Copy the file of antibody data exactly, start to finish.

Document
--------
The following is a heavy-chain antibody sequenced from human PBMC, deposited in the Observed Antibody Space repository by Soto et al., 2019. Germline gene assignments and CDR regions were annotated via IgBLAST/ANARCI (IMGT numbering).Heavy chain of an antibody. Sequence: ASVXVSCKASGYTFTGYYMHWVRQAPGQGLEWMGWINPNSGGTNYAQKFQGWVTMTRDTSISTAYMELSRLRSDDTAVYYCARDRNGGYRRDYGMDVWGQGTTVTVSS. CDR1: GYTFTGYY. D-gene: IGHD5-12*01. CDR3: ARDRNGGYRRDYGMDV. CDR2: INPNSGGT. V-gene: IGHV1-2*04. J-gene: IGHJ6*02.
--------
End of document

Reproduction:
The following is a heavy-chain antibody sequenced from human PBMC, deposited in the Observed Antibody Space repository by Soto et al., 2019. Germline gene assignments and CDR regions were annotated via IgBLAST/ANARCI (IMGT numbering).Heavy chain of an antibody. Sequence: ASVXVSCKASGYTFTGYYMHWVRQAPGQGLEWMGWINPNSGGTNYAQKFQGWVTMTRDTSISTAYMELSRLRSDDTAVYYCARDRNGGYRRDYGMDVWGQGTTVTVSS. CDR1: GYTFTGYY. D-gene: IGHD5-12*01. CDR3: ARDRNGGYRRDYGMDV. CDR2: INPNSGGT. V-gene: IGHV1-2*04. J-gene: IGHJ6*02.